March 28, 2020
The new coronavirus landed in the Latin America and the Caribbean (LAC) region on February 26, in Brazil. Since then, governments across the region have taken an array of actions to protect their citizens against the pandemic. Soon, we will see whether infection trajectories mimic those in Asian and European countries.
The reports about the current pandemic show that the case fatality rates vary widely from country to country worldwide. These rates range from just 0.3% in Germany, 0.5% in South Korea, 0.9% (rest of China) to 7.7% in Italy (European CDC). This difference depends on several factors. These include age structure, underlying health conditions of those infected, national health system capacity, and the strategies adopted to reduce the transmission rate.
Age structure in LAC could be in favor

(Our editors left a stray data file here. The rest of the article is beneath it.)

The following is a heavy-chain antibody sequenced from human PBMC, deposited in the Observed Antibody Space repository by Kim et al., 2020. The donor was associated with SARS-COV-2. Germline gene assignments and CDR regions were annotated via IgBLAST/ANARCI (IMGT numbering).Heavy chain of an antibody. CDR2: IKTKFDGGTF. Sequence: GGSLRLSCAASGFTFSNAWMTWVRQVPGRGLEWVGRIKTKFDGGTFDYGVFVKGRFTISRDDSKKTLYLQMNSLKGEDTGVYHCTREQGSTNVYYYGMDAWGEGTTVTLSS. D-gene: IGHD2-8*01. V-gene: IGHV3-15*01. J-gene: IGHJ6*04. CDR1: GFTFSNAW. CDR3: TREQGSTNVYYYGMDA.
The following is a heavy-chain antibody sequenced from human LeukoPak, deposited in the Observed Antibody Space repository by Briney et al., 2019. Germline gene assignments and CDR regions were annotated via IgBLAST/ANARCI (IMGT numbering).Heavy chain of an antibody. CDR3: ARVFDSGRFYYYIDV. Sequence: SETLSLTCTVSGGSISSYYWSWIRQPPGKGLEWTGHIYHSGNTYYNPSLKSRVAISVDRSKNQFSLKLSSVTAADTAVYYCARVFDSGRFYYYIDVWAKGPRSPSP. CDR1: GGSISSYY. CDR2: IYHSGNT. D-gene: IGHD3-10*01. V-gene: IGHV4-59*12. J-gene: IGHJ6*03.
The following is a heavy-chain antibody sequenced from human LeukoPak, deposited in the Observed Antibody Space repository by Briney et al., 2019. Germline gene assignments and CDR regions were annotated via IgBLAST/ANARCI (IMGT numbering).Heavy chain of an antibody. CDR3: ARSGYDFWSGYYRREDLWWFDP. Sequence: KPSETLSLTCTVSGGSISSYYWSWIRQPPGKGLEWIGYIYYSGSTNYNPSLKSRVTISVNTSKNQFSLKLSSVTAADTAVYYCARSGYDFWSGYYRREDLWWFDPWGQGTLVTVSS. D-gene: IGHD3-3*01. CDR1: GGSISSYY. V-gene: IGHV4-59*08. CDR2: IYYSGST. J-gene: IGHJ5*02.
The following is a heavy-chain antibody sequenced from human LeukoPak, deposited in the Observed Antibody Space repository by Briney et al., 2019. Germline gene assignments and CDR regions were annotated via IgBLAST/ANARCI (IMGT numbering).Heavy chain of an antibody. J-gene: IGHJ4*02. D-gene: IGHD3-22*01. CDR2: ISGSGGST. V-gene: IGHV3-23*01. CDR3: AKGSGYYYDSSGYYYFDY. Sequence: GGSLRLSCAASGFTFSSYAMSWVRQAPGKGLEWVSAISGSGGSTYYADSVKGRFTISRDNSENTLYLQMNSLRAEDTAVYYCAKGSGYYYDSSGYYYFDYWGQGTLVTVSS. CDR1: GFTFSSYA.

For many infectious diseases young children are most at risk. This is the case for malaria, endemic (regularly found among people in certain areas) in the LAC region, that causes most of deaths are in children under age 5. For COVID-19 cases, this is the opposite.
As of March 24, over 80% percent of the deaths in China, South Korea, Spain and Italy were among people 60+ years old (European CDC). This age group accounts for 15, 18, 24 and 28% of the population in those countries, respectively. In the LAC region, they make up 11% of the population (UN population division, 2015).
Challenges that threaten to exacerbate the health situation
Facing a low healthcare capacity